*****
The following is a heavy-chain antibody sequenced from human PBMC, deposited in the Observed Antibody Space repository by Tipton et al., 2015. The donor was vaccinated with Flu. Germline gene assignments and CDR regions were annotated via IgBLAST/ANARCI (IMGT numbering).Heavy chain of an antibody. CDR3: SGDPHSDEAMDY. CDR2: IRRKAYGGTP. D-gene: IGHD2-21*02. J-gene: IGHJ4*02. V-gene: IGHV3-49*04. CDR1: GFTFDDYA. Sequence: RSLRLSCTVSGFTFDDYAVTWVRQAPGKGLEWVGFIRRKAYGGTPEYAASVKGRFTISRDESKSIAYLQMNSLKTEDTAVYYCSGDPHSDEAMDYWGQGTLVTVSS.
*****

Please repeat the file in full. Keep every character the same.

The following is a heavy-chain antibody sequenced from human PBMC, deposited in the Observed Antibody Space repository by Tipton et al., 2015. The donor was vaccinated with Flu. Germline gene assignments and CDR regions were annotated via IgBLAST/ANARCI (IMGT numbering).Heavy chain of an antibody. CDR3: SGDPHSDEAMDY. CDR2: IRRKAYGGTP. D-gene: IGHD2-21*02. J-gene: IGHJ4*02. V-gene: IGHV3-49*04. CDR1: GFTFDDYA. Sequence: RSLRLSCTVSGFTFDDYAVTWVRQAPGKGLEWVGFIRRKAYGGTPEYAASVKGRFTISRDESKSIAYLQMNSLKTEDTAVYYCSGDPHSDEAMDYWGQGTLVTVSS.